Organogenesis

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organogenesis

[ȯr‚gan·ə′jen·ə·səs]
(embryology)
The formation of an organ.

Organogenesis

 

the formation and development of organs in animals. Ontogenetic organogenesis is studied through embryology and biology of development, while phylogenetic organogenesis is studied through comparative anatomy. These disciplines describe and analyze the processes of organogenesis and explain the phylogenetic and ontogenetic origins of the processes. Comparative anatomy examines the rise of new organs and the transformation, division, progressive development and reduction, and rudimentation of organs. Study of the development of the forms of organs in connection with organ function led to the discovery of the basic principles of phylogenetic organogenesis—differentiation (seeDIFFERENTIATION), integration (seeINTEGRATION), and change of function.

To a large extent, ontogenetic organogenesis repeats phylogenetic organogenesis (seeBIOGENETIC LAW). Successive differentiation and integration of organs and uneven growth and active migration of cellular material occur in the course of ontogenetic organogenesis. The forces that underlie ontogenetic organogenesis can be precisely studied, especially by experiment. (For initial and subsequent stages of organogenesis seeDETERMINATION, CLEAVAGE, EMBRYONIC DEVELOPMENT, GERM LAYERS, INDUCTORS, INDUCTION, ORGANIZER.)

With respect to plants, “organogenesis” usually refers to the ontogenetic formation and development of basic organs—roots, stem, leaves, and flowers—from undifferentiated tissue, or meristem (seeMERISTEM).

References in periodicals archive ?
Coverage includes the developmental anatomy of reproductive organs; histology, cellular and molecular biology of reproductive organs; comparative reproductive physiology of domestic animals; transgenic animals; gender selection in mammalian semen and preimplantation embryos; artificial insemination; embryo transfer and in vitro fertilization; comparative cryobiology of preimplantation embryos; animal cloning; comparative placentation; pregnancy diagnostics in domestic animals; and ultra-sonography in small ruminant reproduction.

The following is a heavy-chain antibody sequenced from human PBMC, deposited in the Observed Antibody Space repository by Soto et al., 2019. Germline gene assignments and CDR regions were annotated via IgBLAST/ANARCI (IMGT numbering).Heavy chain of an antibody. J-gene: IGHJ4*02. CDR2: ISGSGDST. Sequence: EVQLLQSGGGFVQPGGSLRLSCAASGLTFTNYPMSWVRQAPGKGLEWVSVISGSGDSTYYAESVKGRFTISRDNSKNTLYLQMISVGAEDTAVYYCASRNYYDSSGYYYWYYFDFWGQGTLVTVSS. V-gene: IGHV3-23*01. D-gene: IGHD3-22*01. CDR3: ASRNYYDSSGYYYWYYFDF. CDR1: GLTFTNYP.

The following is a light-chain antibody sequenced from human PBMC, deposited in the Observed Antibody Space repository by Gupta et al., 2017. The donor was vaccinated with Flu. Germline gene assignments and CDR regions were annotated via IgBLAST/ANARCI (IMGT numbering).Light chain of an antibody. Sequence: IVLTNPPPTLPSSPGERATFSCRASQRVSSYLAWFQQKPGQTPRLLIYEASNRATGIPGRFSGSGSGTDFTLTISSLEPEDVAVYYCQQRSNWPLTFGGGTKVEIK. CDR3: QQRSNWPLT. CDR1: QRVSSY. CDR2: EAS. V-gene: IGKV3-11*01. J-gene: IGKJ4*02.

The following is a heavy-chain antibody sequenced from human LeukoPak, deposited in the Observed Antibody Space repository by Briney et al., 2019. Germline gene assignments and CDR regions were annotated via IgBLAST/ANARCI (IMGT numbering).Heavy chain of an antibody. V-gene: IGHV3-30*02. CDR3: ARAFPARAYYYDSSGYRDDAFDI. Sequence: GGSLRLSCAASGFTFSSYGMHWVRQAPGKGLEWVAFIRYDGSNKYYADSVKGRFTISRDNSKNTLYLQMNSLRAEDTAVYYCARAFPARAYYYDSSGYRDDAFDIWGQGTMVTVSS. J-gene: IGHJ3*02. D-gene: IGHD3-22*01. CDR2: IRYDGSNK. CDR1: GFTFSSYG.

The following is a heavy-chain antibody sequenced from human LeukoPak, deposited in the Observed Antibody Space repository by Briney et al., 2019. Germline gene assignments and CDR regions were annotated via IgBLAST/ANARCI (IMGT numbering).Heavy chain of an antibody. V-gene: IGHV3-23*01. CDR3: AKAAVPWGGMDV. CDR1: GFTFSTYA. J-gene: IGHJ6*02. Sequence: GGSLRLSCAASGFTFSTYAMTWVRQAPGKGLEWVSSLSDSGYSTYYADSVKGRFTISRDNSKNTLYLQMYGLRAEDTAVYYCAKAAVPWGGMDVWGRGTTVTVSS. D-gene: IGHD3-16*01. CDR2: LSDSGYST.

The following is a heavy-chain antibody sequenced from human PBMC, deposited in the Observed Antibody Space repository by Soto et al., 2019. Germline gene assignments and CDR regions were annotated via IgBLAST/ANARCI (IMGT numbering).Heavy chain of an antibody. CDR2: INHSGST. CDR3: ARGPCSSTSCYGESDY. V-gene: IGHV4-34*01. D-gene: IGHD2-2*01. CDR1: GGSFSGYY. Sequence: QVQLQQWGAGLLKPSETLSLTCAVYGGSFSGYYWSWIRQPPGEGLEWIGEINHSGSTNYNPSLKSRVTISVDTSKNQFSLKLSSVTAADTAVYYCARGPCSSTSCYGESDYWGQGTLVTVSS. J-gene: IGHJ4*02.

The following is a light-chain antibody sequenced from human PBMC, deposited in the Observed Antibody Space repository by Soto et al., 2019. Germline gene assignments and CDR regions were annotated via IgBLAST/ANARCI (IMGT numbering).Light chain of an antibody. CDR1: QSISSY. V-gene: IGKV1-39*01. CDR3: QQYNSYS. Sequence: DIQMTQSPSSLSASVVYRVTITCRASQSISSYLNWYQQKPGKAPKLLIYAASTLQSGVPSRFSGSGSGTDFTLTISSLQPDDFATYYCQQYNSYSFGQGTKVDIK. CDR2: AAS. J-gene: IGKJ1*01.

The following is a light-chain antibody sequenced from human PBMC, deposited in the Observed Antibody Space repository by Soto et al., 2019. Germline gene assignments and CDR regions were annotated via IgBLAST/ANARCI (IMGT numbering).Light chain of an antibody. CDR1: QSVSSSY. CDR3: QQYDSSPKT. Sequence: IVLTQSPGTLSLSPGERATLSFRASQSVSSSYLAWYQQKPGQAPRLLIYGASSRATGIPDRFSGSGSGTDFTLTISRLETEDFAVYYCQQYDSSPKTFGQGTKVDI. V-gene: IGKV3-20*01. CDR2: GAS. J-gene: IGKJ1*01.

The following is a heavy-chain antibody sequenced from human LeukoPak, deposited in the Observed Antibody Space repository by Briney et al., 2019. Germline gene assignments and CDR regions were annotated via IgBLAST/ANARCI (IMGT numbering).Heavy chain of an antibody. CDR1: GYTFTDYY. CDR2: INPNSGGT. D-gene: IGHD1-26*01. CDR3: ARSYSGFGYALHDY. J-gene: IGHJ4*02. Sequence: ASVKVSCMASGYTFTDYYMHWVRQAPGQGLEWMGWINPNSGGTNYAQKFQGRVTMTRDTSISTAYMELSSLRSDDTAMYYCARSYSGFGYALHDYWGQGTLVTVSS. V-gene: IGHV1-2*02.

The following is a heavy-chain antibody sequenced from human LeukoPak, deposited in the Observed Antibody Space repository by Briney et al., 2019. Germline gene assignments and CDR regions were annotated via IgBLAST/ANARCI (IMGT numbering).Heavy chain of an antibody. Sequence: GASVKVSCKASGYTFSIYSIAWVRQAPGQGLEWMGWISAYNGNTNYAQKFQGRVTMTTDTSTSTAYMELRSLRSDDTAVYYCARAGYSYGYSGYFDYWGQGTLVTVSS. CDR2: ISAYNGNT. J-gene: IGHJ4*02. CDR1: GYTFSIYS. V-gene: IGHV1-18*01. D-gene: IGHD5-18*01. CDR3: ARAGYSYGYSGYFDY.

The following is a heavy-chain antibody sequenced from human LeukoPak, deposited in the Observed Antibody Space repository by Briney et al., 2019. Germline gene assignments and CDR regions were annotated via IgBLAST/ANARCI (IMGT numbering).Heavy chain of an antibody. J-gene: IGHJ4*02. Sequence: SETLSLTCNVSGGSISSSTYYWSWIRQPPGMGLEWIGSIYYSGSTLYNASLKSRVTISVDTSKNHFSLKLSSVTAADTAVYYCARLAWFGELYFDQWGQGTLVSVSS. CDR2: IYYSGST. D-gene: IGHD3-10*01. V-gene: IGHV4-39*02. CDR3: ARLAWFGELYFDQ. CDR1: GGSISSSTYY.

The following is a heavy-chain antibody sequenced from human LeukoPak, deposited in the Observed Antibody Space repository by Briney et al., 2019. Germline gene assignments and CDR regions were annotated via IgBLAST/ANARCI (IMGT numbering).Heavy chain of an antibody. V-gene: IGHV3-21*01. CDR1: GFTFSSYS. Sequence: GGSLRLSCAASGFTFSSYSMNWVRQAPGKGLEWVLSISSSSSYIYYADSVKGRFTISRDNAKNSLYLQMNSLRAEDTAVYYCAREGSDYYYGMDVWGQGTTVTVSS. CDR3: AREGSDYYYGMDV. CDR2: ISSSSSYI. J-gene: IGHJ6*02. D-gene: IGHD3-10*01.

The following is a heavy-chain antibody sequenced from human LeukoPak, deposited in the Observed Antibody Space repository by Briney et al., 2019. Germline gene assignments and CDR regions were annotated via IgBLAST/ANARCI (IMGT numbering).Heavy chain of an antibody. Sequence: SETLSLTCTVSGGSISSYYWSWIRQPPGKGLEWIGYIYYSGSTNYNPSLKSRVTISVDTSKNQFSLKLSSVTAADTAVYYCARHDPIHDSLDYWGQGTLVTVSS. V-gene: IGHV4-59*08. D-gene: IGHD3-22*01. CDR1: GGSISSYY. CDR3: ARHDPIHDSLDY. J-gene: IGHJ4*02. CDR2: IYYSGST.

A precise description of the developmental anatomy of the facial nerve and associated ear structures, augmented by an appreciation of phylogenic history, has proven extremely helpful intraoperatively.
During a mid-20th-century period of increased experimental studies of ferns, some laboratories began to challenge traditional concepts of the developmental anatomy of fern sporophytes.
To understand PFO, we should have basic knowledge about developmental anatomy and physiological changes in circulation taking place after birth.
of Queensland, Australia) presents ten chapters discussing the classification and phylogeny of birds; anatomy of the testis and male reproductive tract; anatomy and evolution of copulatory structures; developmental anatomy of the female reproductive tract; endocrinology of reproduction; ovarian dynamics and follicle development; spermatogenesis and testicular cycles; structure and phylogeny of avian spermatozoa; testis size, sperm size, and sperm competition; and fertilization.

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